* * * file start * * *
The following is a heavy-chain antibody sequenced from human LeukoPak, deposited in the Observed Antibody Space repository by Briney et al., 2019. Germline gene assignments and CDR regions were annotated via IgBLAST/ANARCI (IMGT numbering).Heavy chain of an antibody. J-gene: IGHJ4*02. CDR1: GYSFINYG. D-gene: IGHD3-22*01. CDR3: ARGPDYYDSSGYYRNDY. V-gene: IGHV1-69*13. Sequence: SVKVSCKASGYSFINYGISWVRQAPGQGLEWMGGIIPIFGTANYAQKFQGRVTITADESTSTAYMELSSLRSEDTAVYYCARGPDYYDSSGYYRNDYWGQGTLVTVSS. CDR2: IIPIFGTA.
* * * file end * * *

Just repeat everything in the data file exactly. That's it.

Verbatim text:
The following is a heavy-chain antibody sequenced from human LeukoPak, deposited in the Observed Antibody Space repository by Briney et al., 2019. Germline gene assignments and CDR regions were annotated via IgBLAST/ANARCI (IMGT numbering).Heavy chain of an antibody. J-gene: IGHJ4*02. CDR1: GYSFINYG. D-gene: IGHD3-22*01. CDR3: ARGPDYYDSSGYYRNDY. V-gene: IGHV1-69*13. Sequence: SVKVSCKASGYSFINYGISWVRQAPGQGLEWMGGIIPIFGTANYAQKFQGRVTITADESTSTAYMELSSLRSEDTAVYYCARGPDYYDSSGYYRNDYWGQGTLVTVSS. CDR2: IIPIFGTA.